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Ice Dumper

cold firefighting aircraft
  [vote for,

When conventional firefighing aircraft dumps it's water on a fire, most of it evaporates before it even hits the ground. What we need is refrigerated aircraft filled with ice cubes, that can dump it's load on a fire without it being boiled off.
simonj, Jul 22 2004

Dry Ice Forest Fire Retardant http://www.halfbake..._20Fire_20Retardant
Since dry ice has been mentioned... (shameless self-promotion) [st3f, Oct 04 2004, last modified Oct 05 2004]

(?) Eductor http://www.foxvalve.com/main.html
also called venturis, usually by older folks. [swamilad, Oct 04 2004, last modified Oct 21 2004]


       Or even powdered dry ice - that would still do its work after evaporating.
DrCurry, Jul 22 2004

       I think that most of the benefit of these aircraft is not that the water wets the flames, but that it smothers them. Ice would not do this.
angel, Jul 23 2004

       How long do you think it would remain ice??
simonj, Jul 23 2004

       You need 3 things to create a fire (called the Fire Triangle) : Fuel, Heat and Oxygen. Firefighting involves taking away at least one of the sides of this triangle.   

       Ice would work in a sense that it's able to remove more heat from a fire prior to it's evaporation.   

       DryIce works because it's cold and removes heat but it also removes oxygen from the fire. [Angel] is right in saying that water both smothers and cools. Ice could not smother a fire as easily.
jonthegeologist, Jul 23 2004

       //How long do you think it would remain ice//
Not long, but I also think that it would tend to land either still frozen or in concentrated patches, rather than spreading out well before it hits the flames. Try it. Drop a bucket's worth of ice cubes on a bonfire from an upper floor window, then try with a bucket of water. I may be wrong, but I don't think the ice would work.
angel, Jul 23 2004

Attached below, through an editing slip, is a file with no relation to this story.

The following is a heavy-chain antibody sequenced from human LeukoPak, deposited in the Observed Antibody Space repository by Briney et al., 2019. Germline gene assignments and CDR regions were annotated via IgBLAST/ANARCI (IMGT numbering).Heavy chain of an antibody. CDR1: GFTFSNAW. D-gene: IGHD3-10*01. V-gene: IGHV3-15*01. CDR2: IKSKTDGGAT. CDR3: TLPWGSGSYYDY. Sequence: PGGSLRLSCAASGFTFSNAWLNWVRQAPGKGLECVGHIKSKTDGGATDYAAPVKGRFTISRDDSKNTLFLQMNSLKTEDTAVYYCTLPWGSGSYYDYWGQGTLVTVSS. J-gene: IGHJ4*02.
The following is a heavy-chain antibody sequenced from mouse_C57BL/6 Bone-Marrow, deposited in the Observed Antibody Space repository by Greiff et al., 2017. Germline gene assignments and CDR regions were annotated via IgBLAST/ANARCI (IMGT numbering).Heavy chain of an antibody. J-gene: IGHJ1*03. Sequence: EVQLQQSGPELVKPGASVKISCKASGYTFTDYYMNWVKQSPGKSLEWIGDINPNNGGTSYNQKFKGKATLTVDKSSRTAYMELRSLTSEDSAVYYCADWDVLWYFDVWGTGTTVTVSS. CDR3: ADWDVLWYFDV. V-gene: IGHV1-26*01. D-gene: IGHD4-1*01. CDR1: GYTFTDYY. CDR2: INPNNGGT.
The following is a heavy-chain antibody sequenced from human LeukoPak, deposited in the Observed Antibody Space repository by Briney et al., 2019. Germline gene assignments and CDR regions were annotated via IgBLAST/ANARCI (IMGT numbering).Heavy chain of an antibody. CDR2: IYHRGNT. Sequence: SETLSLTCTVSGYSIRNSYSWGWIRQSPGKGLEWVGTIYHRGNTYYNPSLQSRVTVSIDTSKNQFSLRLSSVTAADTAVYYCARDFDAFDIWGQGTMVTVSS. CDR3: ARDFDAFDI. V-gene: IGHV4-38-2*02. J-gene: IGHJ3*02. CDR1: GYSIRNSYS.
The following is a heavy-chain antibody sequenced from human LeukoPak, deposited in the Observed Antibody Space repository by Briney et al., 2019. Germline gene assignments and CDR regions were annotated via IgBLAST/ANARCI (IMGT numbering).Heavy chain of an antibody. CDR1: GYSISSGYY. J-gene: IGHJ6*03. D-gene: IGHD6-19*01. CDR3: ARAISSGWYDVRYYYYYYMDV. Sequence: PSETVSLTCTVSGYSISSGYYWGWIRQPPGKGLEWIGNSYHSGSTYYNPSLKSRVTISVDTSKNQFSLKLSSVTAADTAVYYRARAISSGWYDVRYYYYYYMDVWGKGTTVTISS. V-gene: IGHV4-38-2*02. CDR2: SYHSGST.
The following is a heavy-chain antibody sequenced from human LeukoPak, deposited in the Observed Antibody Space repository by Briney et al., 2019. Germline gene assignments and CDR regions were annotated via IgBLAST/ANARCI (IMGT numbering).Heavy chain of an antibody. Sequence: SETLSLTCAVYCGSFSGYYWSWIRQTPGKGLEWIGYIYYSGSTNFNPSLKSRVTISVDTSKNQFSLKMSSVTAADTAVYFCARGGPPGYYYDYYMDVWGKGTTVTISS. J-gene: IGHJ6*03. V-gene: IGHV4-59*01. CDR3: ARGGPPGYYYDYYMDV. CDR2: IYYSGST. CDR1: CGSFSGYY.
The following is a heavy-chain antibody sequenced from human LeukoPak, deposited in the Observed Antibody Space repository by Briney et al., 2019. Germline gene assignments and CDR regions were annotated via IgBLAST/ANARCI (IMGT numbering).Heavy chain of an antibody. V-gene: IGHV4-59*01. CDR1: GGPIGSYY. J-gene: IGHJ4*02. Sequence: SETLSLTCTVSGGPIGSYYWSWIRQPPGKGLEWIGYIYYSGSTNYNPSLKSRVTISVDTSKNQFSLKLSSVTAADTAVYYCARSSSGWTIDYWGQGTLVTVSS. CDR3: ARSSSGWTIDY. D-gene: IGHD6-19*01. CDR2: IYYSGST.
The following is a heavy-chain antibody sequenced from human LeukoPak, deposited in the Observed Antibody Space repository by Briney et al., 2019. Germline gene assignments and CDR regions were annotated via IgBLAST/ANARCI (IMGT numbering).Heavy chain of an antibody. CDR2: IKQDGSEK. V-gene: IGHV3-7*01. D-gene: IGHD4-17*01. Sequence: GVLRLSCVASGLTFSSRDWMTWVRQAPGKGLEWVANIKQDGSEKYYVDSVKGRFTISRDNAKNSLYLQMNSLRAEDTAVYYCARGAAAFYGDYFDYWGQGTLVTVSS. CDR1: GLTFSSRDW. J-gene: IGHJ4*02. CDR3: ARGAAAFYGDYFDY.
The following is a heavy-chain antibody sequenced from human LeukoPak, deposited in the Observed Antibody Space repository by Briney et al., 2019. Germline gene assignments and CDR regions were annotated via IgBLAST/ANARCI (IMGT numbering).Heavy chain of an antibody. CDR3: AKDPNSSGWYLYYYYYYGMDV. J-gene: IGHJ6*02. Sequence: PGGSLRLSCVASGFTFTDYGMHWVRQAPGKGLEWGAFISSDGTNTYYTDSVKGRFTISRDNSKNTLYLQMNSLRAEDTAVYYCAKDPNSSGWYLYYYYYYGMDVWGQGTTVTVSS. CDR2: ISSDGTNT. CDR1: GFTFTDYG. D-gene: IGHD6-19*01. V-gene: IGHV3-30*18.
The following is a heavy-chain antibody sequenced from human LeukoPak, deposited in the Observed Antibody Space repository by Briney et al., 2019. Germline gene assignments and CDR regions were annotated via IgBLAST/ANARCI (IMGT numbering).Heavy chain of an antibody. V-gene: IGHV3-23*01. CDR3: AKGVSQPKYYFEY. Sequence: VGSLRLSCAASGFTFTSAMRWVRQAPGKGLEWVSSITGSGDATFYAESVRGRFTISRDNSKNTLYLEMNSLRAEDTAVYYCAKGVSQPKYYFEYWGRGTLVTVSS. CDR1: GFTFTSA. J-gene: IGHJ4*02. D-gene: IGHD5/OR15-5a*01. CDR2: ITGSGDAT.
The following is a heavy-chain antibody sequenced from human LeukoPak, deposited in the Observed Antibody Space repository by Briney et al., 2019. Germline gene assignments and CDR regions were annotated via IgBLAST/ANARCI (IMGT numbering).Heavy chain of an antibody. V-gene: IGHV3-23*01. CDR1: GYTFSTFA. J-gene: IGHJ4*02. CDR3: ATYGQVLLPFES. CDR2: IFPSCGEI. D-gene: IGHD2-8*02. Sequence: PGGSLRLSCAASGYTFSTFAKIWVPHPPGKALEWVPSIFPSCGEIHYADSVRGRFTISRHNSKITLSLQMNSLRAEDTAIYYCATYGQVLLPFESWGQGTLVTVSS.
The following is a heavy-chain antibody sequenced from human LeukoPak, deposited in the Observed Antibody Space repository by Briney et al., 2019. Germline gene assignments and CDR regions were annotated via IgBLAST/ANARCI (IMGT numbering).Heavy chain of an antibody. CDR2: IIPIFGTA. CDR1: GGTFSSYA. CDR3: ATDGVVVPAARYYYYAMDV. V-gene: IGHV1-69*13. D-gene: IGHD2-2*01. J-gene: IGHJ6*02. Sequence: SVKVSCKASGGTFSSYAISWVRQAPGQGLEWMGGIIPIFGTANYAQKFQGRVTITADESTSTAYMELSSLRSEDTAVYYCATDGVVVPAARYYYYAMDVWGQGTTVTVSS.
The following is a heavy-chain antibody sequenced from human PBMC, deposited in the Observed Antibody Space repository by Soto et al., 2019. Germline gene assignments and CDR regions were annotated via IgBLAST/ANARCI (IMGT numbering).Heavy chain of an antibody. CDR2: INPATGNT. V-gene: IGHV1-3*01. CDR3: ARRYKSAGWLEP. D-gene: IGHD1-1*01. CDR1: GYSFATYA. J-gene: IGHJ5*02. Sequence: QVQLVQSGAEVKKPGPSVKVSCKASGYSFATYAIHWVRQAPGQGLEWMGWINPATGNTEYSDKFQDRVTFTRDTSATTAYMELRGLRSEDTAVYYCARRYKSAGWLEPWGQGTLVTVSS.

[jon] water would not smother or cool if it has turned to steam, which was the problem I was addressing in the first place.
simonj, Jul 23 2004

       [simon] Water does smother fires, albeit just for a the few moments it takes to heat it to steam. Ice is very unlikely ever to smother a fire... unless crushed?   

       I'm not disagreeing with you about the fact that ice to steam takes more energy than water to steam, thus helping to cool a fire.
jonthegeologist, Jul 23 2004

       Ice shavings would work better than cubes or balls as they would spread out better and the increased surface area would speed up heat transfer form the fire to the ice.
oneoffdave, Jul 23 2004

       was going to post as a separate idea, but surely saltwater is best for this job?   

       It can be cooled to -5 without freezing so if the fireengine was refridgerated, it could apply supercooled water to a fire, thus taking away the heat.   

       Better still, saltwater has a higher Specific Heat Capacity, meaning it takes more energy to raise it's temperature, which in turn means that it'll be able to take even more energy(heat) away from the fire as it raises it's own.
jonthegeologist, Jul 23 2004

       The problem with using salt water form a fire engine is that the corrosion within the pump would become a major factor in the longevity of the appliance.
oneoffdave, Jul 23 2004

       Dumping a lot of salt onto a forest (where fire-fighting aircraft tend to be used) would also not be good.
angel, Jul 23 2004

       Usually aircraft are only used on massive forest fires. The aircraft will scoop water from the sea or nearby lake to dump on the fire, bucket-brigade style, around one tonne per journey.   

       There are thirty-eight thousand million million tons of water on land and one thousand three hundred million million tons of water in the sea.   

       How much ice you got?
wagster, Jul 23 2004

       Don't fire-fgthing aircraft take off empty and fill up from the most convenient water source? I know that some of them dump water with added fire retardant (probably a better solution than ice)
scubadooper, Jul 23 2004

       oneoffdave, an eductor can be used to move the saltwater without corroding a pump. See link for description of eductor and a few samples. The Slurry eductor would do the trick, but might be better to use a liquid eductor in an airplane.   

       Oops forgot: angel, I do think you're probably right, but I like talking about eductors.
swamilad, Jul 23 2004

       The most detrimental aspect of using ice over water would be the expansion of water as it turns into ice. You just couldn't carry the same payload.
Perhaps someone out there with math skills could figure whether the cooling effect of ice would off-set the reduction in volume of water..


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